The irradiated tissue is heated the most efficiently when the laser pulse is shorter than Thermal Relaxation Time TR. The irradiated tissue is cooled the most efficiently between the pulses when the time duration between the laser pulses is much greater than TR. Such laser pulsing is referred to as SuperPulse and is a must-have feature of any state-of-the-art soft tissue surgical CO2 laser that minimizes the char and the depth of coagulation.
Efficiency of Photo-Thermal Ablation
The process of fast vaporization of the intra- and extra-cellular water is at the core of soft tissue photo-thermal ablation (or photovaporolysis) [5, 6, 17]. The volume of the irradiated tissue is proportional to the absorption depth (or Near-IR attenuation depth as defined above). The lesser laser energy is required to ablate the tissue for shorter absorption depths. The greater laser energy is required to ablate the tissue for longer absorption depths.
Photo-Thermal Ablation Energy Density Threshold. We consider the conditions for highest efficiency photo-thermal ablation (pulse duration t ≤ TR) with minimum collateral damage to the surrounding tissue (pulse repetition rate f << 1/TR). The minimum energy density requirement to vaporize the irradiated soft tissue can be calculated from the exponentially attenuated spatial distribution of laser light intensity (1); a graphical representation of such laser beam is given in Figure 8, where xa is the ablation depth, and H = xa – xc is the coagulation depth illustrated in Figures 2c and 2d. The threshold ablation energy density ETH is derived in  and is illustrated in Figure 9. The threshold energy densities in Near-IR 800-1,100 nm spectrum are 1,000s times greater than Mid-IR and IR wavelengths because of much weaker Near-IR absorption by the soft tissue – see Figure 1.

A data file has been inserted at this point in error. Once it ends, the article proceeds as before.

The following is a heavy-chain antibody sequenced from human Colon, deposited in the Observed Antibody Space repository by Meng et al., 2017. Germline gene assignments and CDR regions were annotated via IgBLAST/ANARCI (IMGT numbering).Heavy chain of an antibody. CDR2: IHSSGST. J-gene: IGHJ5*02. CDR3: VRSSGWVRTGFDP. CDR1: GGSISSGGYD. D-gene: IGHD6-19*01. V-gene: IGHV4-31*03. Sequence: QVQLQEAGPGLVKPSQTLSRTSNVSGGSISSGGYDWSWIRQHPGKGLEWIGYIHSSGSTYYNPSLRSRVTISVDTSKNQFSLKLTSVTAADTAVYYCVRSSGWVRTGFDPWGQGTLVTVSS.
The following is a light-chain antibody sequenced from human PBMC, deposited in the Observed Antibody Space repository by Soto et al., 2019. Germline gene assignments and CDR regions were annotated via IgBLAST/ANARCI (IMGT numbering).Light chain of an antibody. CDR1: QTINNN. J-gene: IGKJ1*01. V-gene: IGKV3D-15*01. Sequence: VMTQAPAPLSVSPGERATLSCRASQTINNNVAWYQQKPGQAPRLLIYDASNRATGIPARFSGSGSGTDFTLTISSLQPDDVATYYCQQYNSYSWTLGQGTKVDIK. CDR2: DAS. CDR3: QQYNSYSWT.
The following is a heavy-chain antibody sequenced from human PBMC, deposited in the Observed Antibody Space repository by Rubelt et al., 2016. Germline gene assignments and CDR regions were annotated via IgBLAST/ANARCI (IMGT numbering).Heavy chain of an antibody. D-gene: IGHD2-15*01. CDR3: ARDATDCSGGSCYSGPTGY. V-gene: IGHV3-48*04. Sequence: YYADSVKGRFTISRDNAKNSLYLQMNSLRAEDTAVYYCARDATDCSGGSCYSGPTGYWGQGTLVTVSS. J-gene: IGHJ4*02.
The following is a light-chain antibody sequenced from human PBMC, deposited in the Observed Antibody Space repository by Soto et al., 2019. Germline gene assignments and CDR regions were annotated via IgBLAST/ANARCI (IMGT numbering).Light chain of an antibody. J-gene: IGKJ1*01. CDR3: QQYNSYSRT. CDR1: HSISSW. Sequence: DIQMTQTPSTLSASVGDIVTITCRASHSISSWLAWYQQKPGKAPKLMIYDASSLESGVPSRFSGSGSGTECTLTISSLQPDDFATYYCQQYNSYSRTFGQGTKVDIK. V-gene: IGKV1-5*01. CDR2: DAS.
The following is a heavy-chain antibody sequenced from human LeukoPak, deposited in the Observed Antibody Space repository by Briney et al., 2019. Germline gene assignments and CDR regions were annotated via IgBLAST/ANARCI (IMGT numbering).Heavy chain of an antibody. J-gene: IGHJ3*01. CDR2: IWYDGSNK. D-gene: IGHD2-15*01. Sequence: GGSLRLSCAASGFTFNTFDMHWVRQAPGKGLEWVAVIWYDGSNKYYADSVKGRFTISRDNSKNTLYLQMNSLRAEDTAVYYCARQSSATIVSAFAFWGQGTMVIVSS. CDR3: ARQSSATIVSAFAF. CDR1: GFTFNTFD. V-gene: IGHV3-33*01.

Figure 10 illustrates the high degree of scattering and absence of tissue ablation at 810 nm and 980 nm. Ablation thresholds for 1,100-1,800 nm range are not calculated in view of scarcity of light scattering coefficient data for oral soft tissue (which are important for this wavelength range ) – hence the inability to calculate the attenuation depth at these wavelengths. Unlike the Near-IR wavelengths, the IR and Mid-IR wavelengths (CO2 and Erbium lasers) are highly energy efficient at ablating the soft tissue due to extremely short absorption depths (see Figures 6 and 7).
Spatial Accuracy of Photo-Thermal Ablation. Laser diodes’ wavelengths 800-1,100 nm are poorly absorbed by the low concentration melanin in the thin epithelium and by the scarce hemoglobin and oxyhemoglobin in connective tissue; this leads to multi-millimeter depth of laser energy penetration into the oral soft tissues (Figures 5 and 7). The multi-millimeter penetration increases the collateral damage risk, which is referred to in : “vital structures … may be heavily damaged before tissue ablation at the surface initiated” and these wavelengths are referred to in  as “poor scalpels” and in  as “not conducive to precise ablation”.
The IR wavelengths (CO2 lasers) and the Mid-IR wavelengths (Erbium lasers) are characterized by a much shorter absorption depths (see Figures 6 and 7), which makes these lasers preferable for the soft-tissue ablative laser applications.
Efficiency of Photo-Thermal Coagulation